What Is The Purpose Of A Service Partition?

seekermeister

Honorable Member
#1
My IBM ThinkCentre M52 has a small (3.46GB FAT32) partition labeled IBM_service (EISA Configuration) placed after the C: partition. Exactly what function(s) does it serve? The drive that it is on is quite small (80GBs), so I'm considering replacing it with a larger drive, but I'm wondering if that service partiton would be required for the new installation to be compatible with the rest of the hardware?
 


#2
Does it have an assigned drive letter?

My guess is, that it's the recovery partition to recover the HDD to factory condition.
 


seekermeister

Honorable Member
#3
I found this article:

http://www.mydigitallife.info/disable-and-remove-thinkpad-hidden-service-partition/

which answers most of my question, but outside of it being able to restore the system to factory defaults, would it be required in any fashion for an OS to just run properly on this hardware?

EDIT: I'm thinking that this would be the same in a ThinkCentre, as it would be in a ThinkPad.
 


Last edited:

seekermeister

Honorable Member
#4
Does it have an assigned drive letter?

My guess is, that it's the recovery partition to recover the HDD to factory condition.
No drive letter. Yes, that is a function of the partition, but is there anything more to it? If I clone the drive to a larger drive, would the clone drive also have the service partition as well?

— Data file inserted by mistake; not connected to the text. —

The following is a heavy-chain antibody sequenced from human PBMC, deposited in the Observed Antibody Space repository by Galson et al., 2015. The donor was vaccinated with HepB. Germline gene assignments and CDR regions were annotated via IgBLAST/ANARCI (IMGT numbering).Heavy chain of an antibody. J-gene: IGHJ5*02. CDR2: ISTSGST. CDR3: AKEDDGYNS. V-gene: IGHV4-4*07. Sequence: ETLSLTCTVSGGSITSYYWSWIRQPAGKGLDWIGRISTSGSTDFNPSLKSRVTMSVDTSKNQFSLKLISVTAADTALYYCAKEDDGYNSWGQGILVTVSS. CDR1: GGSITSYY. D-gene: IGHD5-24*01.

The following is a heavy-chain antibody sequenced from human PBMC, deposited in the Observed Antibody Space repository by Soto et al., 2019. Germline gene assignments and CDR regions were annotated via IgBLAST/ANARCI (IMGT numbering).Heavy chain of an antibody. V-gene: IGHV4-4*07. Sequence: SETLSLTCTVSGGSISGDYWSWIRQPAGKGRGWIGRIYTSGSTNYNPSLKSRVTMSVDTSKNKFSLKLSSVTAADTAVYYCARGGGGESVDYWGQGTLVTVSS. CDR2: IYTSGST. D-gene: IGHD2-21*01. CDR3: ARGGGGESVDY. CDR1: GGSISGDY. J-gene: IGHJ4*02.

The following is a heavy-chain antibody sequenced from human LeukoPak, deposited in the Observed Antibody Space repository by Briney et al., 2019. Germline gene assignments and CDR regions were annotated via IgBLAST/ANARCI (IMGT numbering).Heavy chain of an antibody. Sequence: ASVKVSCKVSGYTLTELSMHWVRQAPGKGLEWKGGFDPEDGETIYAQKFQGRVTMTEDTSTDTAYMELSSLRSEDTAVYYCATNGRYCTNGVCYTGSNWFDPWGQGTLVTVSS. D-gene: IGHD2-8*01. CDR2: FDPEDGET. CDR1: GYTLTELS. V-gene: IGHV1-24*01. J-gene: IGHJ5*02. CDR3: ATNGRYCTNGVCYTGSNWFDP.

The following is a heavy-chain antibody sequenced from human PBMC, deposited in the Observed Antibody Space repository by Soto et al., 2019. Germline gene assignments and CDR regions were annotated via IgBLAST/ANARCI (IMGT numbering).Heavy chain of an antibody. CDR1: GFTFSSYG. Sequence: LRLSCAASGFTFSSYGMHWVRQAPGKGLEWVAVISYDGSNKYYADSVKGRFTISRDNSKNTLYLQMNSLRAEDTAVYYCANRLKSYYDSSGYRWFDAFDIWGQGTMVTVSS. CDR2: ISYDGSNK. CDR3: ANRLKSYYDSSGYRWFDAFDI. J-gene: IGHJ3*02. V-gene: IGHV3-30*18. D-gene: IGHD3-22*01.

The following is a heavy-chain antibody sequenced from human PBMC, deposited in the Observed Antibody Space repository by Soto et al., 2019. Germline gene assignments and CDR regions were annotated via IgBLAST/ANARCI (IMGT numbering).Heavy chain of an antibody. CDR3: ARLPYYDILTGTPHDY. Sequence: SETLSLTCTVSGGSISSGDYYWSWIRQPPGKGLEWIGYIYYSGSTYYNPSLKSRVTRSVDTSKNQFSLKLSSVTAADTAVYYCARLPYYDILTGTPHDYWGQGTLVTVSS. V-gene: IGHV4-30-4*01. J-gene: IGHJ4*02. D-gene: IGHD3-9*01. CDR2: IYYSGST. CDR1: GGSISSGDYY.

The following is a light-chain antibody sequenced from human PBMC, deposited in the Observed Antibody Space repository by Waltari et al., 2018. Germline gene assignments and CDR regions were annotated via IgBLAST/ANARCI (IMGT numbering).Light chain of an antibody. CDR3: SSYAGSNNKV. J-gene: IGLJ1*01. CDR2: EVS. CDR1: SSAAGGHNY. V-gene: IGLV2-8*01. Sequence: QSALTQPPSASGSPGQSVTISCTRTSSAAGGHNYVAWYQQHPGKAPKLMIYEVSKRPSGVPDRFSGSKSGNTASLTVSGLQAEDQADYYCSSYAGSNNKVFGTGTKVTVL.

#5
I'm not sure.....? Can you post a screen shot of you disk management window, show all your drives.
 


Trouble

Noob Whisperer
#6
No drive letter. Yes, that is a function of the partition, but is there anything more to it? If I clone the drive to a larger drive, would the clone drive also have the service partition as well?
A clone is just that.... a clone. You pick a soure and a destination and everything comes over all the roses and all the thorns.
 


seekermeister

Honorable Member
#8
A clone is just that.... a clone. You pick a soure and a destination and everything comes over all the roses and all the thorns.
And the source must always be the entire drive, not just a partition?
 


seekermeister

Honorable Member
#10
Okay, if I make an image of only the C: partition, then place that on a new drive, without the service partition, would it work as well as the original on an IBM ThinkCentre? I know that it wouldn't have the recovery utilities that IBM placed in the service partition, but I can use other means to accomplish their purpose. It's just that I got an impression from reading that the partition has additional functions to make it work on this machine.
 


Trouble

Noob Whisperer
#11
My best guess, given the information that you have provided thus far, is that if you imaged your C drive and then recovered that image to a new larger drive, it would likely work as you are hoping.
 


seekermeister

Honorable Member
#12
Thanks, I'll give that a shot then.
 


Trouble

Noob Whisperer
#13